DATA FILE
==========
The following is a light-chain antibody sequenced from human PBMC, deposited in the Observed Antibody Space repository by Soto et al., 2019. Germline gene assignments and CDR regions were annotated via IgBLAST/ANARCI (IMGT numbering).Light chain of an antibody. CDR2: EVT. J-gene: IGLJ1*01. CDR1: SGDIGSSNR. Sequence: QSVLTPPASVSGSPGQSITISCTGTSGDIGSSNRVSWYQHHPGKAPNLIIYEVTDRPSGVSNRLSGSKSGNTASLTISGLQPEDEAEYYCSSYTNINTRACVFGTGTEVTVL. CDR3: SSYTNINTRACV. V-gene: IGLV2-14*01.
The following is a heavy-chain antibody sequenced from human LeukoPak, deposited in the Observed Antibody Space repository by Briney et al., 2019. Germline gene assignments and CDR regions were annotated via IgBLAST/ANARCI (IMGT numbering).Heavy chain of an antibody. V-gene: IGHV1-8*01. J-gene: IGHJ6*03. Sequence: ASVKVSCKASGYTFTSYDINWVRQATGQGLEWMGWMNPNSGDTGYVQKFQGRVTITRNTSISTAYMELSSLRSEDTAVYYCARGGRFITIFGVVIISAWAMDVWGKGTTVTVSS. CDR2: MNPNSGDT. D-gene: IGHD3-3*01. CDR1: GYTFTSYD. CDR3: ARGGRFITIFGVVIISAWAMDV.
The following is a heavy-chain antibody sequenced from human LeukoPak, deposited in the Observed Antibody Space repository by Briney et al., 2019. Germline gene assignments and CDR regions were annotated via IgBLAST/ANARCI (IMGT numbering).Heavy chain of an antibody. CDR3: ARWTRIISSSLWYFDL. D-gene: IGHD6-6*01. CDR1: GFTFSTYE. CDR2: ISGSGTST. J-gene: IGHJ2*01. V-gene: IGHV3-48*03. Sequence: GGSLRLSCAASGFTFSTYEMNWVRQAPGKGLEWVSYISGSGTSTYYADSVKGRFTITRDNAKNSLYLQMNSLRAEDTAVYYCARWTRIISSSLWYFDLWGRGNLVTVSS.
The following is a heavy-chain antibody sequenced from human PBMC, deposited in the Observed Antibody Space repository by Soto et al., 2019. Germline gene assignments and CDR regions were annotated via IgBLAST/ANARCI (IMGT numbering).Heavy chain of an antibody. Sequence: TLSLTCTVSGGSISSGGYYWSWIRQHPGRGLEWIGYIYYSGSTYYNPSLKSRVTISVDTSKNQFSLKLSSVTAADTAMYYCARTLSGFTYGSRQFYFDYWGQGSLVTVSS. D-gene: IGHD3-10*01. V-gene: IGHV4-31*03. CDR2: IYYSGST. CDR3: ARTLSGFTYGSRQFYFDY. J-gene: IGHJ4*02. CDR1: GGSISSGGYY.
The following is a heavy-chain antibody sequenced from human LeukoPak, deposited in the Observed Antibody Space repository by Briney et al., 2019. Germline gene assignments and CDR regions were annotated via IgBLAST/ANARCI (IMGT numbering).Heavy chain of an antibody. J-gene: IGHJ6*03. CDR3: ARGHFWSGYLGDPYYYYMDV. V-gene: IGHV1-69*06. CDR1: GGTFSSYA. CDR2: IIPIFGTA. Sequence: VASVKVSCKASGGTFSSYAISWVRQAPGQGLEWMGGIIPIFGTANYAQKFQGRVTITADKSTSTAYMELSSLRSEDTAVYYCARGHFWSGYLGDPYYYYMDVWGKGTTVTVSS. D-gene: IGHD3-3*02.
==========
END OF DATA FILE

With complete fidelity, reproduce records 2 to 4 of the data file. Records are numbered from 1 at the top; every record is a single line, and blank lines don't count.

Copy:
The following is a heavy-chain antibody sequenced from human LeukoPak, deposited in the Observed Antibody Space repository by Briney et al., 2019. Germline gene assignments and CDR regions were annotated via IgBLAST/ANARCI (IMGT numbering).Heavy chain of an antibody. V-gene: IGHV1-8*01. J-gene: IGHJ6*03. Sequence: ASVKVSCKASGYTFTSYDINWVRQATGQGLEWMGWMNPNSGDTGYVQKFQGRVTITRNTSISTAYMELSSLRSEDTAVYYCARGGRFITIFGVVIISAWAMDVWGKGTTVTVSS. CDR2: MNPNSGDT. D-gene: IGHD3-3*01. CDR1: GYTFTSYD. CDR3: ARGGRFITIFGVVIISAWAMDV.
The following is a heavy-chain antibody sequenced from human LeukoPak, deposited in the Observed Antibody Space repository by Briney et al., 2019. Germline gene assignments and CDR regions were annotated via IgBLAST/ANARCI (IMGT numbering).Heavy chain of an antibody. CDR3: ARWTRIISSSLWYFDL. D-gene: IGHD6-6*01. CDR1: GFTFSTYE. CDR2: ISGSGTST. J-gene: IGHJ2*01. V-gene: IGHV3-48*03. Sequence: GGSLRLSCAASGFTFSTYEMNWVRQAPGKGLEWVSYISGSGTSTYYADSVKGRFTITRDNAKNSLYLQMNSLRAEDTAVYYCARWTRIISSSLWYFDLWGRGNLVTVSS.
The following is a heavy-chain antibody sequenced from human PBMC, deposited in the Observed Antibody Space repository by Soto et al., 2019. Germline gene assignments and CDR regions were annotated via IgBLAST/ANARCI (IMGT numbering).Heavy chain of an antibody. Sequence: TLSLTCTVSGGSISSGGYYWSWIRQHPGRGLEWIGYIYYSGSTYYNPSLKSRVTISVDTSKNQFSLKLSSVTAADTAMYYCARTLSGFTYGSRQFYFDYWGQGSLVTVSS. D-gene: IGHD3-10*01. V-gene: IGHV4-31*03. CDR2: IYYSGST. CDR3: ARTLSGFTYGSRQFYFDY. J-gene: IGHJ4*02. CDR1: GGSISSGGYY.